MOST vaccinations are obscured from prying eyes, delivered behind a bed screen or a surgery curtain.
But a simple jab in the arm of a Canberra nurse was shared throughout the nation’s capital – and the accompanied media throng.
The first injection to protect against COVID-19 in the ACT was captured for posterity.
Maddy Williams was all smiles, sitting patiently for cameras that huddled inside the Garran COVID-19 Surge Centre on Monday (February 22).
The shutters flashed and echoed rapidly around the room amid loud cheers and applause.
Federal Minister for Health Greg Hunt had a front row view to the inoculation.
“Just another average day in the office for Maddy,” Mr Hunt joked that got a few laughs, after staring intensely at the procedure.
Except she will have to wait another 21 days for a second Pfizer vaccination.
The Canberra health worker, who has been testing ongoing cases for coronavirus at the centre next to Canberra Hospital, waited nearly a further hour to talk to the media.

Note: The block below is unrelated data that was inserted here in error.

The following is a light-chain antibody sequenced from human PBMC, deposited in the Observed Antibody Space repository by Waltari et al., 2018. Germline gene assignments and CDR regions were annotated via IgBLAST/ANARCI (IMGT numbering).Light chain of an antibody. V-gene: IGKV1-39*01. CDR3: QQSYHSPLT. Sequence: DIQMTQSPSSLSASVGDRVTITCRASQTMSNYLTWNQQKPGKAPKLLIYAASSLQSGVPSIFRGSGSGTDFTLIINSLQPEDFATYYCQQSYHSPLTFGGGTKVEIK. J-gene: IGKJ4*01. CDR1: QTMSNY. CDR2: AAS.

The moment in time was not lost on the patient.
“I will have to tell my kids when I have them,” she said.
There was no side affects. Nor were there any super powers from the needle.
But the smile may have got even wider.
In the spotlight of a private interaction with a colleague, the 22-year-old felt pretty content basking in what was a relief for the frontline nurse.
“When you have a normal vaccination for your flu shots, it just feels no different,” she said.
“I actually felt it was better than my normal vaccine.”
Nobody was more deserving to be protected from the virus after stepping into her rookie nursing job and straight into the COVID-19 front line.
That stewardship will continue, turning her steady hand to administering the vaccine next.
“It was really exciting news and it was really awesome to know that I was the start of helping to create this pathway of covid vaccination,” she said.